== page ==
# Perifocal Frame#

In this section, we define the **perifocal reference frame**, a convenient reference frame for describing the planar orbits that we’ve been discussing. The perifocal frame is a Cartesian reference centered at the occupied focus of the orbit, the location where \(m_1\) exists. Since all the orbits we’ve looked at so far are planar, the \(\pf{x}\pf{y}\) plane of the perifocal frame lies in the same plane as the orbit. This means that the \(\pf{z}\) direction is pointing in the same direction as the angular momentum.

The unit vectors that define this coordinate system are:

\(\uvec{p}\) pointing along the \(\pf{x}\) axis

\(\uvec{q}\) pointing along the \(\pf{y}\) axis

\(\uvec{w}\) pointing along the \(\pf{z}\) axis

As shown in Fig. 42, \(\uvec{p}\) points along the apse line to the right of the focus, towards periapsis. \(\uvec{q}\) points 90° true anomaly from \(\uvec{p}\). Finally, \(\uvec{w}\) points in the same direction as the angular momentum, and can be defined by:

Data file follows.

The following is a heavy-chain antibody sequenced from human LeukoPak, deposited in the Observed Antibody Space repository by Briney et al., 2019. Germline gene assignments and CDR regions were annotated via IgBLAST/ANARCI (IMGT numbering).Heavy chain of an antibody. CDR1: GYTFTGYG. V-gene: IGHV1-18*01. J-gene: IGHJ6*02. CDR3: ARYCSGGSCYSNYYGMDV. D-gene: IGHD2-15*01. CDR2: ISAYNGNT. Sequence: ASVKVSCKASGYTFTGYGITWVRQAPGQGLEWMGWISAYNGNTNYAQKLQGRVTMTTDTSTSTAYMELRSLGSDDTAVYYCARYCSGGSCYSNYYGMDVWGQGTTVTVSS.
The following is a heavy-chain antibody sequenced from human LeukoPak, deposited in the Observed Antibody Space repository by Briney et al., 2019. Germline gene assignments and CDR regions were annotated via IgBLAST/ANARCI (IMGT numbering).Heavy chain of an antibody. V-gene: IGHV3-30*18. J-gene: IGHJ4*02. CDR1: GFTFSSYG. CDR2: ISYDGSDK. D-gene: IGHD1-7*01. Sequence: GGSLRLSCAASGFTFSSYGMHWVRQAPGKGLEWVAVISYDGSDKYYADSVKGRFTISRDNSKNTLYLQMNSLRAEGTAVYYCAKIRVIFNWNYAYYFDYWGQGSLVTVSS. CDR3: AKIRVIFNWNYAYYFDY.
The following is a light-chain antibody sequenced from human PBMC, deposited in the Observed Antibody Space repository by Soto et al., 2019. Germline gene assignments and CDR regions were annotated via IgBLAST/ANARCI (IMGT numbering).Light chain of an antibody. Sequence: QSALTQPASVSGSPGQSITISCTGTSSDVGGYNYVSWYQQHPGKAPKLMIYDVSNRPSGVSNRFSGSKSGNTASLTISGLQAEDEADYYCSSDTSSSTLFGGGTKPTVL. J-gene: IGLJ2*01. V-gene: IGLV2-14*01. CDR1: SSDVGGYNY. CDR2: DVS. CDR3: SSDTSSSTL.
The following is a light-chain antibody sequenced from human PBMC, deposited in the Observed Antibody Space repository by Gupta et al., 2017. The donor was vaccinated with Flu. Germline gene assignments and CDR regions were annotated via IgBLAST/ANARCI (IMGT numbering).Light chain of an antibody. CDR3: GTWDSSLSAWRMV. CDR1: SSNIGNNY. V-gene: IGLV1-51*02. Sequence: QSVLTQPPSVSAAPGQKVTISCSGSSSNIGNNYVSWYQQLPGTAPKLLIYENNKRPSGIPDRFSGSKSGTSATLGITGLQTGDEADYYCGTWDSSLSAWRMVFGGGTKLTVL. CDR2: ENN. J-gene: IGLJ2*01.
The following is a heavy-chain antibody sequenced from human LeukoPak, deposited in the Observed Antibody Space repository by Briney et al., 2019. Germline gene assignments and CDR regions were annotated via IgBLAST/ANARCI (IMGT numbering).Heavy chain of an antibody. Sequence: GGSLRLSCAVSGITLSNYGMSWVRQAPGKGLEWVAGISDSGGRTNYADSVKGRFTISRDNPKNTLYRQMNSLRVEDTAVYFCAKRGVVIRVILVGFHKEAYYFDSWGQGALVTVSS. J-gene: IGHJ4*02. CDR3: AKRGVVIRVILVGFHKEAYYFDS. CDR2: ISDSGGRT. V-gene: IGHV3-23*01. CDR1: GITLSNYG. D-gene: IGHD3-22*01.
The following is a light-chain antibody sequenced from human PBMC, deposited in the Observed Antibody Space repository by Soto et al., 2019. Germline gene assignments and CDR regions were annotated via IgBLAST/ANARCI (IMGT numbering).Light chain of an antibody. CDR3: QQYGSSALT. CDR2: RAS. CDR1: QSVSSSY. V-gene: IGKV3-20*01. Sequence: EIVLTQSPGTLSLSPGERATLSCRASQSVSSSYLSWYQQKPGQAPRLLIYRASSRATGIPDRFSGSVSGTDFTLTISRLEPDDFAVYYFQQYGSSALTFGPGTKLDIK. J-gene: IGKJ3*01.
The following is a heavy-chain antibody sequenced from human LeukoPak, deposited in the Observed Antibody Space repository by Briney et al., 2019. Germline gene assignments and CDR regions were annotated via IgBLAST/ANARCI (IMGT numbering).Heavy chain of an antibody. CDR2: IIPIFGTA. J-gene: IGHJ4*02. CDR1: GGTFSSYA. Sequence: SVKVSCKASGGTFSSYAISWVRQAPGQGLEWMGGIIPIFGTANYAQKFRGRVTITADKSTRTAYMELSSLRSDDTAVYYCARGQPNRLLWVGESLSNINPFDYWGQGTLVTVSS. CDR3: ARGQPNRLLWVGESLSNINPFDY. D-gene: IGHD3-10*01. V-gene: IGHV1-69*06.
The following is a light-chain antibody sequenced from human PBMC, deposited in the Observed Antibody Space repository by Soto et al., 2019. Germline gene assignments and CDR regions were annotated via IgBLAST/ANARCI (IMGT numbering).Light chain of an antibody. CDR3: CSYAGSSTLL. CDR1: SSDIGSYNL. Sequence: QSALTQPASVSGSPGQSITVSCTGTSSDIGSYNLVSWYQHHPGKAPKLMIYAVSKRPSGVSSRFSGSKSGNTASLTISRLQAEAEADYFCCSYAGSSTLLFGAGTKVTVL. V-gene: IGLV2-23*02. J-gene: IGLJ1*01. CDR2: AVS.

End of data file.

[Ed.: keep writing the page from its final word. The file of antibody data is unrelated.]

## Position Vector#

In the perifocal frame, the position vector \(\vector{r}\) may be written in terms of the \(\pf{x}\) and \(\pf{y}\) Cartesian coordinates. Since the orbit is planar, the \(\uvec{w}\) component is zero.

\(\pf{x}\) and \(\pf{y}\) can be transformed into the radial-true anomaly polar coordinate system by:

By plugging in the orbit equation, Eq. (113), \(\vector{r}\) can be written as:

## Velocity Vector#

The velocity is found by taking the time derivative of the position:

Then we need to apply the product rule, because both \(r\) and \(\nu\) are functions of time:

Substituting some of the relationships from previously, we can simplify the velocity vector as: